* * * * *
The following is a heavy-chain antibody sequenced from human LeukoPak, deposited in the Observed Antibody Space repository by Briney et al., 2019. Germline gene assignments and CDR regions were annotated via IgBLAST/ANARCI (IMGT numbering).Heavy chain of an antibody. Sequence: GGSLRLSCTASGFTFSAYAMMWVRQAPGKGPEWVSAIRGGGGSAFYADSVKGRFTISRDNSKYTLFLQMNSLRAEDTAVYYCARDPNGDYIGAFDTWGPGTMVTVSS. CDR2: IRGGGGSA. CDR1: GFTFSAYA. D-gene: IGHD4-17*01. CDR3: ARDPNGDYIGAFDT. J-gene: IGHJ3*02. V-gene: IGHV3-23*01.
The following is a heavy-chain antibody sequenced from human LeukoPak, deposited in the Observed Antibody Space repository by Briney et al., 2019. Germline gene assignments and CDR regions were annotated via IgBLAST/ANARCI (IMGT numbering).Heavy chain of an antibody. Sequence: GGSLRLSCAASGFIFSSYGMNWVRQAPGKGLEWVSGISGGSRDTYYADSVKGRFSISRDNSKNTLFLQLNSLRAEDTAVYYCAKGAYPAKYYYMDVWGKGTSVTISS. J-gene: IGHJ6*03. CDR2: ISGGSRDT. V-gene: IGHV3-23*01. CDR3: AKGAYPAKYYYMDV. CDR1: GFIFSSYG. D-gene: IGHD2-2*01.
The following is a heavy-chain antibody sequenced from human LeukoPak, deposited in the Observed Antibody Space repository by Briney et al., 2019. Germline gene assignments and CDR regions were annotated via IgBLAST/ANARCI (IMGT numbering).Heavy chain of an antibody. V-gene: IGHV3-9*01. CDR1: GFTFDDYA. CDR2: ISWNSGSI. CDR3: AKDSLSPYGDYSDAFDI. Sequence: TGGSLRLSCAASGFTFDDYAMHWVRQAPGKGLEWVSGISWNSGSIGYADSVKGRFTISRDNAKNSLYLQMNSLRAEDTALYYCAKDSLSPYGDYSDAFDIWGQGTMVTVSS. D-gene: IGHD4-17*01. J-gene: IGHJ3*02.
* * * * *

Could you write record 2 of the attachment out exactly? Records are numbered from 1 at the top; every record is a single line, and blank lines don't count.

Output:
The following is a heavy-chain antibody sequenced from human LeukoPak, deposited in the Observed Antibody Space repository by Briney et al., 2019. Germline gene assignments and CDR regions were annotated via IgBLAST/ANARCI (IMGT numbering).Heavy chain of an antibody. Sequence: GGSLRLSCAASGFIFSSYGMNWVRQAPGKGLEWVSGISGGSRDTYYADSVKGRFSISRDNSKNTLFLQLNSLRAEDTAVYYCAKGAYPAKYYYMDVWGKGTSVTISS. J-gene: IGHJ6*03. CDR2: ISGGSRDT. V-gene: IGHV3-23*01. CDR3: AKGAYPAKYYYMDV. CDR1: GFIFSSYG. D-gene: IGHD2-2*01.